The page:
Apocalyptic Garden Must-Have: Basil

One plant that I often forget to mention is growing in my garden is basil. It’s just so well-behaved, and I hardly have to pay it any mind, so I sometimes forget it’s there. This year I have only one variety, but I have grown as many as six different types of basil, including sweet, purple, lime, lemon, cinnamon, and Thai basil.

After spending a little time researching this fragrant garden resident, I will never take it for granted again and wholeheartedly believe it belongs in an apocalyptic garden. This herb has been around since ancient times. The Egyptians used in as part of the burial process, the Greeks used it for its medicinal properties, and there are more than 35 varieties.

Here are the top five reasons basil is a must-grow:

Good for the Gut
Hidden inside the seeds and lush green leaves of the basil plant is a chemical compound called eugenol. This magical elixir has anti-inflammatory properties that can actually help to calm an upset stomach, settle acid reflux, and even cure a case of …begging your pardon…the farts.

You can either chew on fresh leaves or brew a tea by steeping fresh leaves in some hot water. And honestly, a couple of crushed leaves in a glass of water, lemonade, or, ahem, wine, sounds super refreshing, don’t you think?

Perfect for a Facial
You’ve been working all day. You’re sweaty, dirty, and all you want is a hot soak and a little TLC for your tired skin. Basil to the rescue. The antimicrobial and anti-inflammatory properties found in basil are actually great for your skin. They can help to draw out impurities and calm or prevent acne breakouts.

Make a paste with a handful of fresh leaves and apply like a facial for 10 to 15 minutes, then rinse. You could also distill your own essential basil oil and add a drop or two to some jojoba or coconut oil for a spot treatment.

Mosquitoes Hate It
Along with a handful of other fragrant herbs like lavender, mint, rosemary, and lemon balm, basil can be part of a chemical-free natural mosquito barrier. The same scent that drives me batty with desire for pasta is apparently very off-putting for the little blood suckers.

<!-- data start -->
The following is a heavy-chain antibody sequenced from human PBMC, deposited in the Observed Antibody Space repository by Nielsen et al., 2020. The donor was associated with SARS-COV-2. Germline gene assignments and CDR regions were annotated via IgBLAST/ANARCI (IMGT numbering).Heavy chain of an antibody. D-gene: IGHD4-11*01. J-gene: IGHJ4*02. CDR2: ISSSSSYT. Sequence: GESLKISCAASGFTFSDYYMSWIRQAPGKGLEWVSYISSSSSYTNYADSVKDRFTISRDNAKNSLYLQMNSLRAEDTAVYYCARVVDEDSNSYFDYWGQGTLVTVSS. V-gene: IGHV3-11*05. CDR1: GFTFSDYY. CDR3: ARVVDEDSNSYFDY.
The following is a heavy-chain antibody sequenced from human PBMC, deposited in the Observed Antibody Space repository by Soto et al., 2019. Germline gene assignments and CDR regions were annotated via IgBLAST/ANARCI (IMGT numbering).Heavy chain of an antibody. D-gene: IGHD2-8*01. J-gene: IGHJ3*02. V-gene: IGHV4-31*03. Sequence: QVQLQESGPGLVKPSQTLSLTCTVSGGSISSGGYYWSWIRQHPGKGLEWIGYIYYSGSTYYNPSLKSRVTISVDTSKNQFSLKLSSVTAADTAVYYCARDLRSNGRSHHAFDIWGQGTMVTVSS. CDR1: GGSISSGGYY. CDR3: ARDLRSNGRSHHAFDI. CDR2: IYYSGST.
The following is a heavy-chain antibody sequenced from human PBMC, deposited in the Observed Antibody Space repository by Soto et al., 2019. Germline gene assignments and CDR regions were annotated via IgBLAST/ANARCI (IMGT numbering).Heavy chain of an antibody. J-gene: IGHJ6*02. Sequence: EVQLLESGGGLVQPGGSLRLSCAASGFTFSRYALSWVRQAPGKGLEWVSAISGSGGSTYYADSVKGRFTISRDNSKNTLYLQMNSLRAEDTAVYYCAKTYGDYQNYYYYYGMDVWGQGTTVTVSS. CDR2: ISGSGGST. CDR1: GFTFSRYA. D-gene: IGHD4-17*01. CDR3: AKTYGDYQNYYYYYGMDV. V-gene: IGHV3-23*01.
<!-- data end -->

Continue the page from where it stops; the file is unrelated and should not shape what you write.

And since basil grows fantastically in pots, you can grow it where you need it.

Fights and Prevents Infections
Many of the same properties that make basil good for heading off skin breakouts, also makes it useful in fighting infection, both when ingested and when applied topically. A little basil paste applied to minor cuts and scrapes can help to disinfect and prevent infection.

And basil has long been used as a natural remedy for fighting off colds. In fact, according to a study published in 2013, basil oil proved effective in inhibiting growth of many strains of multi-drug resistant E-coli. (Holy Toledo, Batman! How cool is that?)

If you feel a cold coming on, try eating three or four leaves or brew some tea, and repeat every few hours.

Duh…It Tastes Amazing
Maybe it’s just me, but just the smell of basil has me daydreaming about pasta, pizza, and stir fry. I mean really, nothing else smells quite like it and whether it’s made into a pesto, eaten whole in a Caprese salad, stirred in to season a bright tomato sauce, or chopped into salad greens, eating it just makes me feel good. Turns out, it’s a source of Vitamin A and K, and a whole slew of antioxidants, so it’s nutritionally good for you too.

So, plant number one for your apocalyptic garden? One that is both practical and delicious? Basil in any one or more of of its many fragrant varieties.

Garden Post…coming soon

Well, it too waaaaaaay longer than I originally anticipated to get the raised beds rebuilt, but we finally finished. Of course, now the yard where the old garden used to be is nothing short of a barren wasteland, but it’s a WIP, what can I say.

We managed to get plants in the ground and an arched trellis build. Oh, and bean teepee too! This year we’re hoping for a bumper crop of tomatoes (six plants, 3 different varieties), peppers (six different kinds!), eggplant, beans, acorn squash, zucchini, summer squash, spaghetti squash, honey dew, and cucumbers. Oh, and pumpkin and a ton of herbs including tarragon, cilantro, lemon balm, mint, oregano, rosemary, lavender, dill, and thyme.

Next on our to do list? A fire pit!